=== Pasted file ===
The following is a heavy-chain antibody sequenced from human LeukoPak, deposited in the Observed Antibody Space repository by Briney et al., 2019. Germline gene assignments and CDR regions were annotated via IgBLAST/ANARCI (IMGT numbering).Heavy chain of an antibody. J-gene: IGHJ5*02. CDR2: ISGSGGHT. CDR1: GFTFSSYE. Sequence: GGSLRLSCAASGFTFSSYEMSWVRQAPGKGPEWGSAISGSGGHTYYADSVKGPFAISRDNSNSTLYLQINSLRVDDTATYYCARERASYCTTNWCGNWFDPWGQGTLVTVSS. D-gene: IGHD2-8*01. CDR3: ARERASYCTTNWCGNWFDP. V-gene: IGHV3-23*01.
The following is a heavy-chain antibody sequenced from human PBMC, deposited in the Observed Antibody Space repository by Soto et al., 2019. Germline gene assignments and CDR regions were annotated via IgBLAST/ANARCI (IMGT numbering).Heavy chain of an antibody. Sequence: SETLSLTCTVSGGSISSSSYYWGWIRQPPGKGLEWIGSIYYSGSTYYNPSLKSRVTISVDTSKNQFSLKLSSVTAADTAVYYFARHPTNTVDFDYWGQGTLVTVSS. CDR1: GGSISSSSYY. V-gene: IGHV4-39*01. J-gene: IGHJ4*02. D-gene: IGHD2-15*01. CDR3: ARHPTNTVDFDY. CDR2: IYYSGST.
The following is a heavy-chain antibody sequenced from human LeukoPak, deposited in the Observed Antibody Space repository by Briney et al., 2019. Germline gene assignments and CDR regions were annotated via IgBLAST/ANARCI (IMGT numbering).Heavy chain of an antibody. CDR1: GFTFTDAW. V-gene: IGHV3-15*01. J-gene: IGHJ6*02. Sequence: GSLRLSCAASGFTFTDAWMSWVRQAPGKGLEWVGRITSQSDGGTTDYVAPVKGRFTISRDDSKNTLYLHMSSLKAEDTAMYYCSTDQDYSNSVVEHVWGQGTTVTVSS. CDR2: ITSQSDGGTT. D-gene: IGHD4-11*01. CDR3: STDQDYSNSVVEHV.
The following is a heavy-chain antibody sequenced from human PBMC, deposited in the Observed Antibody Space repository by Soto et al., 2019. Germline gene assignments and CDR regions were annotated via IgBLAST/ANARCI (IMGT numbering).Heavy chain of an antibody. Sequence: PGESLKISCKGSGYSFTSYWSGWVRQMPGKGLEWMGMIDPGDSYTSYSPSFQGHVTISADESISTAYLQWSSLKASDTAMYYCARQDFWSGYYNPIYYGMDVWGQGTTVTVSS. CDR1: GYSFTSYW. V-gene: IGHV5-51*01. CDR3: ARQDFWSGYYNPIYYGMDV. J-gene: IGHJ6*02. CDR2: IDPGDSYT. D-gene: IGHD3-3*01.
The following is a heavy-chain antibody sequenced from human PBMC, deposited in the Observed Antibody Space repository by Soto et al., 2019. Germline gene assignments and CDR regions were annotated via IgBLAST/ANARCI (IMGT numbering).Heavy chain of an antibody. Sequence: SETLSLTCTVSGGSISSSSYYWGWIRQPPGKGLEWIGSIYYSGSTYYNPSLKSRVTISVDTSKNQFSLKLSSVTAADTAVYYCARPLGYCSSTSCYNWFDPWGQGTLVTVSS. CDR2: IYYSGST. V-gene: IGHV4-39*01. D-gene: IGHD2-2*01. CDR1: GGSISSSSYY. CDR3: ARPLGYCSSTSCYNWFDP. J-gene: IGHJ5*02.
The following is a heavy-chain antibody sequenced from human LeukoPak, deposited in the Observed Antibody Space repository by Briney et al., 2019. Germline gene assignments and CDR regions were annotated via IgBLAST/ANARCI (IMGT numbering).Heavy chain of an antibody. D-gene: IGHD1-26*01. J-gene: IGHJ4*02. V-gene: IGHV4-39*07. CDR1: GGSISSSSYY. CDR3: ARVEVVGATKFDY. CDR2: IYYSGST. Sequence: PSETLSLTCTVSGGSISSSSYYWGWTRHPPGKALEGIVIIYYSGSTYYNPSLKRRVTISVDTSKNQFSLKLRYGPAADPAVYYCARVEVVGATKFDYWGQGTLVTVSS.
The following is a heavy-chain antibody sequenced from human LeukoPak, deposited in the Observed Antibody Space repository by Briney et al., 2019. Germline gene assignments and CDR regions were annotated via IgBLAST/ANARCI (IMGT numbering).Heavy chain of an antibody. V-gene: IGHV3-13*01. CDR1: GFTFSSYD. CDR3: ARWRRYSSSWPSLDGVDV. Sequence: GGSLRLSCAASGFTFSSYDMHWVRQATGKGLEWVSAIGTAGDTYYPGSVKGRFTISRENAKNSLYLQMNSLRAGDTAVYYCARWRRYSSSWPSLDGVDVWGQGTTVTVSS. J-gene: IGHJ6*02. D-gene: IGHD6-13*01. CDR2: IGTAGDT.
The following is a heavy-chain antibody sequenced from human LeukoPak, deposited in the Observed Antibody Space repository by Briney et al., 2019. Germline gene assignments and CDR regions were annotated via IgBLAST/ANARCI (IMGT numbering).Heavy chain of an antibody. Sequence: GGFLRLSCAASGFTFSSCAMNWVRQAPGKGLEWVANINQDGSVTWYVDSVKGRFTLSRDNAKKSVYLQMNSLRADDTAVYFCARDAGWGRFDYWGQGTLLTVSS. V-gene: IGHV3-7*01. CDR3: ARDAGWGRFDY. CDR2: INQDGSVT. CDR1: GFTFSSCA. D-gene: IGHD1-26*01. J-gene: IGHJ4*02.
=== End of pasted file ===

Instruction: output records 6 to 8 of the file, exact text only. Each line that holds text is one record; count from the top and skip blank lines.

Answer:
The following is a heavy-chain antibody sequenced from human LeukoPak, deposited in the Observed Antibody Space repository by Briney et al., 2019. Germline gene assignments and CDR regions were annotated via IgBLAST/ANARCI (IMGT numbering).Heavy chain of an antibody. D-gene: IGHD1-26*01. J-gene: IGHJ4*02. V-gene: IGHV4-39*07. CDR1: GGSISSSSYY. CDR3: ARVEVVGATKFDY. CDR2: IYYSGST. Sequence: PSETLSLTCTVSGGSISSSSYYWGWTRHPPGKALEGIVIIYYSGSTYYNPSLKRRVTISVDTSKNQFSLKLRYGPAADPAVYYCARVEVVGATKFDYWGQGTLVTVSS.
The following is a heavy-chain antibody sequenced from human LeukoPak, deposited in the Observed Antibody Space repository by Briney et al., 2019. Germline gene assignments and CDR regions were annotated via IgBLAST/ANARCI (IMGT numbering).Heavy chain of an antibody. V-gene: IGHV3-13*01. CDR1: GFTFSSYD. CDR3: ARWRRYSSSWPSLDGVDV. Sequence: GGSLRLSCAASGFTFSSYDMHWVRQATGKGLEWVSAIGTAGDTYYPGSVKGRFTISRENAKNSLYLQMNSLRAGDTAVYYCARWRRYSSSWPSLDGVDVWGQGTTVTVSS. J-gene: IGHJ6*02. D-gene: IGHD6-13*01. CDR2: IGTAGDT.
The following is a heavy-chain antibody sequenced from human LeukoPak, deposited in the Observed Antibody Space repository by Briney et al., 2019. Germline gene assignments and CDR regions were annotated via IgBLAST/ANARCI (IMGT numbering).Heavy chain of an antibody. Sequence: GGFLRLSCAASGFTFSSCAMNWVRQAPGKGLEWVANINQDGSVTWYVDSVKGRFTLSRDNAKKSVYLQMNSLRADDTAVYFCARDAGWGRFDYWGQGTLLTVSS. V-gene: IGHV3-7*01. CDR3: ARDAGWGRFDY. CDR2: INQDGSVT. CDR1: GFTFSSCA. D-gene: IGHD1-26*01. J-gene: IGHJ4*02.